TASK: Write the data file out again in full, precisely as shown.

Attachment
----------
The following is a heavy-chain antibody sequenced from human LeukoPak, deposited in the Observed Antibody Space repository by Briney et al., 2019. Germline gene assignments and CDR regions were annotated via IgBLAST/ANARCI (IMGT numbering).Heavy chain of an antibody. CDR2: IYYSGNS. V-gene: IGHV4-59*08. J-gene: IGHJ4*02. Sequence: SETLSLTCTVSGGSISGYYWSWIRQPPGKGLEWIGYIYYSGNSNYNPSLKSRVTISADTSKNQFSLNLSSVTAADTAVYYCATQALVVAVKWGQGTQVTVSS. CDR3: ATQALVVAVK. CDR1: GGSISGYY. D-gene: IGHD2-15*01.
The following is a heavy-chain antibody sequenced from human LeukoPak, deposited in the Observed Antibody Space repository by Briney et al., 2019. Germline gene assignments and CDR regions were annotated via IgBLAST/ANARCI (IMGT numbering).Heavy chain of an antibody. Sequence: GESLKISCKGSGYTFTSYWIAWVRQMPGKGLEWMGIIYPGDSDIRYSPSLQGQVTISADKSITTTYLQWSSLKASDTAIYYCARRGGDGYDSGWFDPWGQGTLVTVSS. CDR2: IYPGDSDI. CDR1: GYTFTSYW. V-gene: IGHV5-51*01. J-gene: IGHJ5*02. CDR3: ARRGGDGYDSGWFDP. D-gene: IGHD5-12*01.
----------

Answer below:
The following is a heavy-chain antibody sequenced from human LeukoPak, deposited in the Observed Antibody Space repository by Briney et al., 2019. Germline gene assignments and CDR regions were annotated via IgBLAST/ANARCI (IMGT numbering).Heavy chain of an antibody. CDR2: IYYSGNS. V-gene: IGHV4-59*08. J-gene: IGHJ4*02. Sequence: SETLSLTCTVSGGSISGYYWSWIRQPPGKGLEWIGYIYYSGNSNYNPSLKSRVTISADTSKNQFSLNLSSVTAADTAVYYCATQALVVAVKWGQGTQVTVSS. CDR3: ATQALVVAVK. CDR1: GGSISGYY. D-gene: IGHD2-15*01.
The following is a heavy-chain antibody sequenced from human LeukoPak, deposited in the Observed Antibody Space repository by Briney et al., 2019. Germline gene assignments and CDR regions were annotated via IgBLAST/ANARCI (IMGT numbering).Heavy chain of an antibody. Sequence: GESLKISCKGSGYTFTSYWIAWVRQMPGKGLEWMGIIYPGDSDIRYSPSLQGQVTISADKSITTTYLQWSSLKASDTAIYYCARRGGDGYDSGWFDPWGQGTLVTVSS. CDR2: IYPGDSDI. CDR1: GYTFTSYW. V-gene: IGHV5-51*01. J-gene: IGHJ5*02. CDR3: ARRGGDGYDSGWFDP. D-gene: IGHD5-12*01.